There exists a Canadian cultural norm where a beer, or two, is an integral part of summer. While a majority of people can socially enjoy alcohol, there are also those who cannot, by choice or otherwise. Working in the addictions field for the last 9 years, I have learned that there are two times a year when those who struggle with alcohol use, have the hardest time: Christmas and Patio Season.
Summer activities like BBQ’s, weddings, and those patios, can often be high-risk situations and a source of frustration. Many of my client’s often feel isolated and tell me they won’t be able to enjoy the summer “like everybody else.” However with some reassurance, a list of coping strategies, and a little bit of willpower, the summer can be just as fun, (and a whole lot cheaper!).
Over the years, clients have shared with me many different coping strategies that have worked for them, either to maintain their abstinence or to help them stay within their chosen limits.
- Say NO (white lies are acceptable here; I’m on medication, I have a gluten intolerance)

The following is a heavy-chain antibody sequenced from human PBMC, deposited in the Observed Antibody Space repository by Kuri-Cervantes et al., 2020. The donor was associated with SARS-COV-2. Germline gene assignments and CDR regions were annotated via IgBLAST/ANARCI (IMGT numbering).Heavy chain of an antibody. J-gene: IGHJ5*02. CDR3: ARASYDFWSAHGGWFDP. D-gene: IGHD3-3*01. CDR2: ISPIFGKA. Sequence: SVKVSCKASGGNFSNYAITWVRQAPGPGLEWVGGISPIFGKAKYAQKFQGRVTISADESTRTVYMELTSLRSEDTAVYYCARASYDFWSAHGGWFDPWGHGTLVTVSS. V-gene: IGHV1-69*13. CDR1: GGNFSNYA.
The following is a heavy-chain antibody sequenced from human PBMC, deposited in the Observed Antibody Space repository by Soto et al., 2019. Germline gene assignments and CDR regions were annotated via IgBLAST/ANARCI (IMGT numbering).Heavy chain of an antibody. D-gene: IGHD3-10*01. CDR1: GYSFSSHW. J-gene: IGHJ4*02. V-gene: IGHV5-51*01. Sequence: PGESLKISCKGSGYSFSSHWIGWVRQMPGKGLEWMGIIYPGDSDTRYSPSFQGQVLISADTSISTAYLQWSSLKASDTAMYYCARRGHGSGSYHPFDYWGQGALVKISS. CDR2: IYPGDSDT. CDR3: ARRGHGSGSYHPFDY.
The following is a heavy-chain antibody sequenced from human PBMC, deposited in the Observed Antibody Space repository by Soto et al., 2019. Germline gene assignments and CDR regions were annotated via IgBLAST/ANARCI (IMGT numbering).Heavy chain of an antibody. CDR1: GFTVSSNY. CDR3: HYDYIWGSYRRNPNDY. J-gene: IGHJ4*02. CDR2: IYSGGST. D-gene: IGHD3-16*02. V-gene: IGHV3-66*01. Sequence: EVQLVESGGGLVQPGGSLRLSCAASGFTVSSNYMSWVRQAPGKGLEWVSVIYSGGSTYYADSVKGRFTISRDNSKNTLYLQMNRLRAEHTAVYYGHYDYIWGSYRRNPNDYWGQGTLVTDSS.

- Drink lower percentage of beer, buy a 12-pack instead of a 24, forego the hard stuff
- BYOB; you’re in control of the alcohol content and the number of drinks you consume
- Drink from that red cup or wine glass, but drink pop or juice instead – no one will know
- Eat and/or drink non-alcoholic beverages in between each alcoholic drink
- Arrive early at the party and leave early; arrive late at the party and leave early
- Offer to be the DD – instant friend to many and you just saved lives
Like any coping strategy, some will work, other’s will not, it takes practice and some creativity. I also like to remind client’s of two things:
- If you have a medical condition not conducive to drinking (liver disease), you’re taking medication that interacts with alcohol, or have legal issues (DUI’s), drinking is not recommended. And
- People really don’t care as much as we think they do about our alcohol choices – if you are feeling pressured or are given a hard time about your decisions, perhaps it’s time to reevaluate the situation and those who are in it.
If you are finding it difficult to stay within your personal drinking limits or you are worried about someone else’s drinking, please seek support and guidance from either your Family GP, or therapists like me.
I hope you have an awesome, fun, and safe summer!
~Jordan Smith, MSW, RSW